Interestingly, none of those barriers disappear when we move back into the civilian world. Some of the most important places veterans connect, network, and socialize while transitioning are military and veteran services organizations. However, our team’s latest research in the Journal of Veterans Studies indicates that female veterans participate less and even report feeling unwelcome in those very spaces. Running secondary analyses of a large sample of military women from multiple eras found low participation in service organizations (71.5% of respondents were not members of any organization). Qualitative analyses indicated that respondents not in groups presently had different reasons for non-participation, including the following: no reason (40.23%), does not feel like a welcoming community (29.75%), I don’t live near a chapter (15.27%), and the mission or issues focus is not relevant to me (14.75%).
Aside from their impact on the social support female veterans receive as they leave the service and go through the major life stressor that is transition, low participation rates and high levels of unease among female veterans represent a massive loss for our MSO/VSO communities. Military and veteran women offer some of the best examples of resilient leadership in our world today. I know female veterans who left the service with physical injuries and an assault history who went on to start businesses and nonprofits to help other warriors get wellness services they never did. We are over-represented among small business owners, our college graduation rates are high, and we are politicians like Sen. Tammy Duckworth of Illinois. We are advocates, champions, we know how to work hard. So many of us are just absolutely fearless.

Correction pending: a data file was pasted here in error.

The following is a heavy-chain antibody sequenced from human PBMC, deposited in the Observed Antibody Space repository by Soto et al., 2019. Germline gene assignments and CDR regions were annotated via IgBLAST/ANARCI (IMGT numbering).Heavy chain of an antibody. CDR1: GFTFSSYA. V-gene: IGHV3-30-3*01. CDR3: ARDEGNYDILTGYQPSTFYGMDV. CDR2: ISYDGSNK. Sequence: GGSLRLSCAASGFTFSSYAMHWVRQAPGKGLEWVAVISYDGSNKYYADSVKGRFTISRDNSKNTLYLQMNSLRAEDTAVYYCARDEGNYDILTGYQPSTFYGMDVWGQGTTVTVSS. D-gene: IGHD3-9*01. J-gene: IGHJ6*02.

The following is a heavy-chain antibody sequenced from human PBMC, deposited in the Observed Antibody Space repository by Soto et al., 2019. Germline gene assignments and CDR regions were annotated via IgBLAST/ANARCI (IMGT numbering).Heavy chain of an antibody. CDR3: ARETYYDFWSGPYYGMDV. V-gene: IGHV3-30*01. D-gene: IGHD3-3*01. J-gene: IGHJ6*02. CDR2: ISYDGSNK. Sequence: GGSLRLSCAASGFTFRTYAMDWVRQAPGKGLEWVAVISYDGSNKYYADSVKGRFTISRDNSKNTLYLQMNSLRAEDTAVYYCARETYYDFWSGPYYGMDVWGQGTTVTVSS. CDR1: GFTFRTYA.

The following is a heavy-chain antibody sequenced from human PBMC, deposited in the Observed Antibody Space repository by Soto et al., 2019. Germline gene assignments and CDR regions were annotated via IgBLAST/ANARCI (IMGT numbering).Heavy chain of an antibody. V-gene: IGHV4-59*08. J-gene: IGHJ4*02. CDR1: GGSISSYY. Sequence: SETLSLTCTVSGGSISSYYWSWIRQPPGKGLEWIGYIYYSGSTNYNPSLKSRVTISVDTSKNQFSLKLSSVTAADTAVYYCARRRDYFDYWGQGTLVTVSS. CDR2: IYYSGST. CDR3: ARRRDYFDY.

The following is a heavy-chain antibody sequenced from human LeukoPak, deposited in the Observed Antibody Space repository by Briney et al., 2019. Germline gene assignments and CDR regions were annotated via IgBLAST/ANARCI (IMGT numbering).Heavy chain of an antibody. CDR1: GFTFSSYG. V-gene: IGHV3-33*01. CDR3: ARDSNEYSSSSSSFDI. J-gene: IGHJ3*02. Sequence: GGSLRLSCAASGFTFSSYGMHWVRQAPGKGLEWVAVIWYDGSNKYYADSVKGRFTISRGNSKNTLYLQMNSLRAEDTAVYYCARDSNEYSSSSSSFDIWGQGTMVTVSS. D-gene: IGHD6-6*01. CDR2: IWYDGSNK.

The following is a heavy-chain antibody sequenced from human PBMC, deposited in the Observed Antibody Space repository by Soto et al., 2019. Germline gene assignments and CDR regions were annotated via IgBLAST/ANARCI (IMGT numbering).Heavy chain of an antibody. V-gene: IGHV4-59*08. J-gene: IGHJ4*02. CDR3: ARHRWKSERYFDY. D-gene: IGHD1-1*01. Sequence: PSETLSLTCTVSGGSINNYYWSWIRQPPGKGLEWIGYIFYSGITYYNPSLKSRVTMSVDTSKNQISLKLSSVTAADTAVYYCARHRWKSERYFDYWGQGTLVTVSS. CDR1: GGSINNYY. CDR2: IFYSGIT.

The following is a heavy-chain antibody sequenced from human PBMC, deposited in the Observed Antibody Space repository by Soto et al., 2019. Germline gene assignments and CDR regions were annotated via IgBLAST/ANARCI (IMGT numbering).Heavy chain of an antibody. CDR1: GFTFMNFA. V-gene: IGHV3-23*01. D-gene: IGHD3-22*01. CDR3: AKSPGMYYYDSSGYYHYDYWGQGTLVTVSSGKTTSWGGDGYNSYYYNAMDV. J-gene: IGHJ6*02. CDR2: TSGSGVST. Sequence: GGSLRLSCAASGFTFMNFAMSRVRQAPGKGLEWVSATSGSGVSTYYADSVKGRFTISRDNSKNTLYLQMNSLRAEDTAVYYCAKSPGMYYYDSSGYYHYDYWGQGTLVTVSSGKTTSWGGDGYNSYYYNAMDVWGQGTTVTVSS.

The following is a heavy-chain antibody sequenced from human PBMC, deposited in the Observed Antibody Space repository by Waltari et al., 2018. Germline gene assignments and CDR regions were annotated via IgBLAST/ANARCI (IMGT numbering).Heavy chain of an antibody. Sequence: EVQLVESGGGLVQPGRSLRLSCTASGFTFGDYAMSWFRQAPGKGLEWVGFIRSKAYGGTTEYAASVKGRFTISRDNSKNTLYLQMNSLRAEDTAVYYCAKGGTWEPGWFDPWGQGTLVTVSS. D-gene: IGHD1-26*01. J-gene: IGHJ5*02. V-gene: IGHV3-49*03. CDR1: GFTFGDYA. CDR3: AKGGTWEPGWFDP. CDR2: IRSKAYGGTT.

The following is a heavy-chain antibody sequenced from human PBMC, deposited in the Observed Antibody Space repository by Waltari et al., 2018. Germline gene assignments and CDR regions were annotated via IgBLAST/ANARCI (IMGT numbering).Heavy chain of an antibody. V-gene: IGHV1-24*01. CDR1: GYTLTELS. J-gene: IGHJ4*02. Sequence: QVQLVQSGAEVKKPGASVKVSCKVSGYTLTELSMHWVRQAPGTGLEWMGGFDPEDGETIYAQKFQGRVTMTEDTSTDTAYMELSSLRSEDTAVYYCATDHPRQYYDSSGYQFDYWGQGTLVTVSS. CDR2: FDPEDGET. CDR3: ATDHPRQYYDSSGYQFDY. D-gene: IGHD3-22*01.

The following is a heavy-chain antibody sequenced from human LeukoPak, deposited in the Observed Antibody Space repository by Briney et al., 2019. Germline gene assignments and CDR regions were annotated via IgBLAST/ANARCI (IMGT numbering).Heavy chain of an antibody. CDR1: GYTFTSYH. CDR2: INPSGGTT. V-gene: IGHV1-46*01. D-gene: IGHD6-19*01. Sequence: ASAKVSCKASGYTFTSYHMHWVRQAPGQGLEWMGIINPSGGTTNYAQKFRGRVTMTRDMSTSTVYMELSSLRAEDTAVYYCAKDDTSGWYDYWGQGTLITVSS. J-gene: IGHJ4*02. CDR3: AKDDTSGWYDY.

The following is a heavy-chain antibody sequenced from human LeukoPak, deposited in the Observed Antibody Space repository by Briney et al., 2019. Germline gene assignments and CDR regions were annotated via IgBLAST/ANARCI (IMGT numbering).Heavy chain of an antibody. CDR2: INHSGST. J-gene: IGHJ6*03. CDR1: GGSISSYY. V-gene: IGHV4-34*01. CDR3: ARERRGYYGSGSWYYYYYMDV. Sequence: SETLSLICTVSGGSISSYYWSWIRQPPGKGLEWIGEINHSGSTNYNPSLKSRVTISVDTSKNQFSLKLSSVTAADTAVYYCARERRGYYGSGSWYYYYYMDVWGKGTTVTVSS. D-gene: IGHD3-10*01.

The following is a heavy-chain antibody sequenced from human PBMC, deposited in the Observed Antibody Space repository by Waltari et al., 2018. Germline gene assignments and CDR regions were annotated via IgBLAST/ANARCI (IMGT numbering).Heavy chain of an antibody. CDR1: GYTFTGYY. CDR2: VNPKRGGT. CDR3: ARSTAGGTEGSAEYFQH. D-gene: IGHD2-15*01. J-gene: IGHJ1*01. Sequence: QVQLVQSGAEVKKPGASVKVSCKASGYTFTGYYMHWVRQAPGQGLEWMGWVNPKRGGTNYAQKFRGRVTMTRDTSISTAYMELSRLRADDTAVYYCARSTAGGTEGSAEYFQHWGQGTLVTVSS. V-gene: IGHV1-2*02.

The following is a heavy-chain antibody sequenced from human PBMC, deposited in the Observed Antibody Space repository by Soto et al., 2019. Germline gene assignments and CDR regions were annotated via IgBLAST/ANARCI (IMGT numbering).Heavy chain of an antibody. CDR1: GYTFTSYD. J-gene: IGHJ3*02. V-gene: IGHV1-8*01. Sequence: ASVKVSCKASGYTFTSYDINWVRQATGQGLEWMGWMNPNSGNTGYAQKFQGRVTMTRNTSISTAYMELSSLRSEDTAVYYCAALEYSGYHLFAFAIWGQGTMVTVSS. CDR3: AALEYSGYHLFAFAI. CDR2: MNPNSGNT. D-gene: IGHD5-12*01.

Servicewomen and veterans have tremendous value to add to their communities, companies, and the larger MSO/VSO space — if these groups simply start paying attention.